The start of a new year feels amazing, doesn’t it? It can prompt exuberant, bright, and shiny feelings where everything seems possible, where obstacles of the old can be overtaken by the new. A welcome, clean, fresh start.
Within such high-spirited positivity, great intentions — also known as New Year’s resolutions — are set. And then … whaddya know?
Life gets busy!
The new year churns on through the first weeks of January, and for most, the bright inspiration starts to fade. Many folks simply stop there and get on with life, completely forgetting about their intentions. Others keep trying, but typically around the end of February, the intention that was so upfront has faded to the back burner.
Why does this happen year after year, why can’t we change it, and why are unwanted habits so incredibly hard to break? Understanding this all-too-frequent issue is at the core of how the Weiss Method works.
The Weiss Method interrupts and disconnects unhealthy patterns with an energy-based treatment, working at the root cause of unwanted habits and addictions like alcohol, nicotine, harmful drugs, or refined sugars. (See Journey issues 27 & 28 to explore the Addiction Cycle and how it works.)
Let’s look more at how and why those lovely fresh feelings that grace us every New Year can fade so easily, along with our hope of wanting to make changes. Most likely, we haven’t generated enough ‘gas in the tank’ to accomplish our goal. So where does that fuel come from?
It’s an inside thing…
Rest assured: we have everything we need to achieve what we want. Wait… what?! How does that work, you may ask? If we make a goal or an intention important enough by reasoning through why we want it in an ever-deepening way, we’ll arrive at the core reasons and values that drive us. This type of internal work causes a vortex of energy that gives us the staying power for the longevity of our decision-making process.
Vortex of energy = gas in the tank!
We connect to our inner intelligence by focusing inwardly on our strengths. If the intention is important, it makes sense to help it become a reality by fueling our intention with the best of ourself. High-octane stamina is crucial to our overall well-being and in trusting ourself.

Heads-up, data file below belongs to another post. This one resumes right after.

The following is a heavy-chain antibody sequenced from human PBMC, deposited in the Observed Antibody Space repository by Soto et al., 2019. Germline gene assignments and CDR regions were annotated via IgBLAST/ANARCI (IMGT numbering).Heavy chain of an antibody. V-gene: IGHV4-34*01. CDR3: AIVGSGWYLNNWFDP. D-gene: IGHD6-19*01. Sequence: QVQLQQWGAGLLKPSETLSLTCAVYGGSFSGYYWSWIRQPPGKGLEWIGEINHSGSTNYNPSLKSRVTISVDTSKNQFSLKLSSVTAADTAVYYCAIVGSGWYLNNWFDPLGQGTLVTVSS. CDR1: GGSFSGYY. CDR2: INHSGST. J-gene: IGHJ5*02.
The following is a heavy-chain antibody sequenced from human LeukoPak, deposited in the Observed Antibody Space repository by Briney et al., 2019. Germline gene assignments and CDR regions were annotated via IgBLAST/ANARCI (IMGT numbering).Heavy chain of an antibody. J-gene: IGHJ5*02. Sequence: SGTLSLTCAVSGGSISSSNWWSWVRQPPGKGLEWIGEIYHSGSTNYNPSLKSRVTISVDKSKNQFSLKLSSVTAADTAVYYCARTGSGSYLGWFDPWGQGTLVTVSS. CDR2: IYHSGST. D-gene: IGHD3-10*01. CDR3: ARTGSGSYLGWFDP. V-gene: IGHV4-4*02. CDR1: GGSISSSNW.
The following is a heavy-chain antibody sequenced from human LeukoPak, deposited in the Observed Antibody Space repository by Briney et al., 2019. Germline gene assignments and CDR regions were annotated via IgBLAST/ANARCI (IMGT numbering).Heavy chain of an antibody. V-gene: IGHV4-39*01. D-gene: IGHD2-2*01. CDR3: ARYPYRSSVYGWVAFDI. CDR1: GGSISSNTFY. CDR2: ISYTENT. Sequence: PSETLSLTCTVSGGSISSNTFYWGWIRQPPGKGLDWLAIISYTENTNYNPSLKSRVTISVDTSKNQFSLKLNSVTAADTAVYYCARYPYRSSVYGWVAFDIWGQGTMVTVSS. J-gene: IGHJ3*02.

One way to visualize this is to imagine we have a whole cast of characters that developed over our lifetime who live on our ‘bus’. Think of the part of you that loves to help others, then the part that can complain about everything, and the part that’s able to see the silver lining in everything, and so on.
We are not just one thing.
Our hundreds of characters require our leadership to manage them and ensure everyone is working in the same direction. This is what allows for successful navigation of all the warnings and excuses that will inevitably crop up along the way, despite our initial good intentions. When all characters on the bus trust us as their conscientious driver, so much is possible!
This is the best of how we, as humans, are designed to work. We’re each supposed to be driving our bus, and not giving away our power by allowing anyone else to drive it for us.
Only you can make yourself a priority. No one else can do this! When we regularly focus on fixing things starting from inside ourselves because it matters to us, the force of the past doesn’t get a chance to overtake our good intentions.
When we make a reasonable plan to see them through and not let everything or anyone else’s priorities hold us back, we free ourselves to be ourselves. This is the kind of energy that releases us from our past and keeps us going toward our self-chosen future — no matter what.
Remember though… this doesn’t mean you can’t ask for help when you need it to make changes. Sometimes energy comes to us through others, because of their expertise. This is how the Weiss Method works in partnership with a person’s well-reasoned good intentions.